If your girlfriend met this guy after you then the question begs why did she even want a new male "friend"? Usually people who are in a relationship want to have boundaries and they don't befriend the opposite gender because they don't need to. They already have a partner and their focus is on their partner. It would be different if say he was a colleague at her work and the friendship was just having a lunch break together or getting a coffee after work, that sort of stuff. But everything they're doing is like dating. Your girlfriend is also disrespecting your relationship in the sense that even when she has plans with you, she gives preference to her "friend". 

Your girlfriend has to have boundaries. I actually believe in having opposite gender friends but it has to look like an actual platonic friendship. So if your girlfriend wants to be friends with this guy then she has to include you too, you can all hang out together. And she can't accept him paying for her or doing date like things with him. But to be honest she probably would actually have to distance herself from this guy because it's pretty clear that he's into her. A male and female can't be friends if one of them has feelings for the other. And if she actually feels the same way for him then unfortunately it's actually you who's the third wheel. So you may be better off getting a new girlfriend if that's the case.

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3 hours ago, Concernedman09 said:

I feel I am more concerned that he might try something as a result. It feels a bit unsettling if my girlfriend is going to be hanging out alone for long periods of time with someone who has feelings for her.

I think that's a very valid concern. And I actually wouldn't say he "might" try something. I'd say he's already trying it!

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Everyone differs with their comfort levels on close male/female friendships of their partners.

The way I feel, male/female close friendships have a different dynamic than same gender friendships (in speaking specifically of heterosexual relationships). Even if I had a man who trusted with my life and he had a female best friend with a hatchet face, I would not be happy that his bf was a female. 

Know yourself enough to know you will never be happy with this arrangement, and assume it would last a lifetime, because it very well could. Are you willing to be in a relationship that regularly upsets you?

Like Rose Mosse said, you shouldn't ask someone to change. They operate the way they want to. What you should say is something like: I'm not comfortable with a gf who has a best friend like this, so this isn't working for me. I wish you the best for your life, and I'm asking for no contact so I can have closure.

Because when you ask someone to change for something like this, they end up resenting you. She will resent you for the lack of attention she gets from her "best friend" if she has to cut him off to please you.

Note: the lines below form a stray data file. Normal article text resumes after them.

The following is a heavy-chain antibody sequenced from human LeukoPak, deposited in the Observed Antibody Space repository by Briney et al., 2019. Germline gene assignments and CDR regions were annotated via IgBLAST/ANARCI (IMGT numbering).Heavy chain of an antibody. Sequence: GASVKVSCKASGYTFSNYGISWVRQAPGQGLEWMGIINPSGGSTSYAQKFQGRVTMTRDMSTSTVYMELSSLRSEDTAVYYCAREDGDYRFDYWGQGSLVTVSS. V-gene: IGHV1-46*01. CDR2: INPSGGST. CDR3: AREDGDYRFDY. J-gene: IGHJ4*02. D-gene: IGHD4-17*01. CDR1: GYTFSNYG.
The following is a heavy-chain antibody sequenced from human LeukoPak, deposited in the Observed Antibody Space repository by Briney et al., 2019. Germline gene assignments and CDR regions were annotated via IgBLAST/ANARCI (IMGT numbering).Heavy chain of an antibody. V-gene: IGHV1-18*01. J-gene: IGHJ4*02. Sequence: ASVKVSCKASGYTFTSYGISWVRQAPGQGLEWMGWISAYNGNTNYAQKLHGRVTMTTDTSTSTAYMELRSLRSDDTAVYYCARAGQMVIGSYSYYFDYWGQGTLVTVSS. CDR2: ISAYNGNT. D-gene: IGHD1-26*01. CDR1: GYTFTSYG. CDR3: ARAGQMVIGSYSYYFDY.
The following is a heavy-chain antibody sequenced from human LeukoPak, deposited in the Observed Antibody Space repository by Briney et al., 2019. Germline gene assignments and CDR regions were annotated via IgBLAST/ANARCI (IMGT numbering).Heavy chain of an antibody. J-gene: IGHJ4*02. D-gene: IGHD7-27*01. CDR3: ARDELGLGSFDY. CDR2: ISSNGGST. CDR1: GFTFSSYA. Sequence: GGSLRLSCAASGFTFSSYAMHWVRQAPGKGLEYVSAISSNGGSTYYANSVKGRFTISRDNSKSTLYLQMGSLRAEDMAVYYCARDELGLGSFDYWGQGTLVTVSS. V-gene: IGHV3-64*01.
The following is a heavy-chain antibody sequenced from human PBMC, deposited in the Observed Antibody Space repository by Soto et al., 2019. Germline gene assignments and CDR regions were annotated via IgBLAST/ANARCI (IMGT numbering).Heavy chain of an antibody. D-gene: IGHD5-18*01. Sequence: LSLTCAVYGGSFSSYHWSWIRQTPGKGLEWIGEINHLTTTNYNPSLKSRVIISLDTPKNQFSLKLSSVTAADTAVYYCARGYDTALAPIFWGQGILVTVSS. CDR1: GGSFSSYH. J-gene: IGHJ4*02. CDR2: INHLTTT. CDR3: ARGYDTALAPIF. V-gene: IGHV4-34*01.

Good luck and let us know how it goes.

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12 hours ago, Concernedman09 said:

I was supposed to pick her up in order to come over because we had planned on making cookies and watching movies and it was already really late. However, he called me from her phone to tell me that he was going to bring her over to my house because they wanted to visit one more place on the way over. But my girlfriend later told me that he just did that because he wanted to spend more time with her.

Seems to me like she likes all the attention!

Why would her 'friend' be calling you on HER phone? And why is she allowing such attention from him like this?

If he doesn't respect the fact that YOU are the one involved with her, you'd think she at least does.

Calmly talk about this with her.. Ask her if she prefers her time spent with him.  if she says she's dating you not him, say you really don't feel this way.

And btw, I don't see him as her true 'best friend'.  They've known each other as long as you've known her.

Is called 'boundaries', either he back off a bit or you do.

 

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This guy is backdoor dating your gf.  He wants to squeeze you out of the picture and will subtly start to put a wedge between you and her.  My question for you is are you going to help him do that by reacting badly?  If you speak up you will be viewed as untrusting and jealous and he will be whispering in her ear the whole time how you don't deserve a girl like her.

  Time to step up your game and beat him at his own.  I am curious why he has so much free time to spend with her.  How often do you see her?

  You are right to be concerned.  People that say opposite sex friendships are cool are usually women because they have no idea how men think and if they did they would probably run for the hills.  This debate has gone on for ages and will continue to go on for ages.  You and I both know this guy wants to bang your gf and is doing his best to angle himself into her pants.  Maybe they get drunk and he tries to kiss her or he just slowly pushes you out of the picture but your gut is talking to you so you need to listen.